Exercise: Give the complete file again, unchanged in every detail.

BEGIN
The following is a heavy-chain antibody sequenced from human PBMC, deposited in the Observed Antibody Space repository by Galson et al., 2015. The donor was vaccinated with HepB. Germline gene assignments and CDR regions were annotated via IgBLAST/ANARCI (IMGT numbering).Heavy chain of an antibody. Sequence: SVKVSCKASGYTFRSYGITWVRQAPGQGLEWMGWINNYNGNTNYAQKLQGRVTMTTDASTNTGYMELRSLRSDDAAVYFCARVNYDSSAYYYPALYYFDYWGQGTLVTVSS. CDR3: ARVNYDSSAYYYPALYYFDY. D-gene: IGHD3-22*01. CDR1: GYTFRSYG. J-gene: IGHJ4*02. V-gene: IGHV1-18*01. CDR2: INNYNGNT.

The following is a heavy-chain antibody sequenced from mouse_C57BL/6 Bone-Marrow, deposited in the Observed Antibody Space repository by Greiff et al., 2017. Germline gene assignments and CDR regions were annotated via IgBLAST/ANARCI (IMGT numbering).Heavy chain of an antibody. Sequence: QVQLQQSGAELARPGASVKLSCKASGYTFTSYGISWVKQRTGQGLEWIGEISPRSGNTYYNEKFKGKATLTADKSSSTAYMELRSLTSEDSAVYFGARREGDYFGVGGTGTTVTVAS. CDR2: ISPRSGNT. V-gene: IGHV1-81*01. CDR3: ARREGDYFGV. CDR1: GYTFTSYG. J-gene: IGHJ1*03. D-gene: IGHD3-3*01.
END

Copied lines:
The following is a heavy-chain antibody sequenced from human PBMC, deposited in the Observed Antibody Space repository by Galson et al., 2015. The donor was vaccinated with HepB. Germline gene assignments and CDR regions were annotated via IgBLAST/ANARCI (IMGT numbering).Heavy chain of an antibody. Sequence: SVKVSCKASGYTFRSYGITWVRQAPGQGLEWMGWINNYNGNTNYAQKLQGRVTMTTDASTNTGYMELRSLRSDDAAVYFCARVNYDSSAYYYPALYYFDYWGQGTLVTVSS. CDR3: ARVNYDSSAYYYPALYYFDY. D-gene: IGHD3-22*01. CDR1: GYTFRSYG. J-gene: IGHJ4*02. V-gene: IGHV1-18*01. CDR2: INNYNGNT.

The following is a heavy-chain antibody sequenced from mouse_C57BL/6 Bone-Marrow, deposited in the Observed Antibody Space repository by Greiff et al., 2017. Germline gene assignments and CDR regions were annotated via IgBLAST/ANARCI (IMGT numbering).Heavy chain of an antibody. Sequence: QVQLQQSGAELARPGASVKLSCKASGYTFTSYGISWVKQRTGQGLEWIGEISPRSGNTYYNEKFKGKATLTADKSSSTAYMELRSLTSEDSAVYFGARREGDYFGVGGTGTTVTVAS. CDR2: ISPRSGNT. V-gene: IGHV1-81*01. CDR3: ARREGDYFGV. CDR1: GYTFTSYG. J-gene: IGHJ1*03. D-gene: IGHD3-3*01.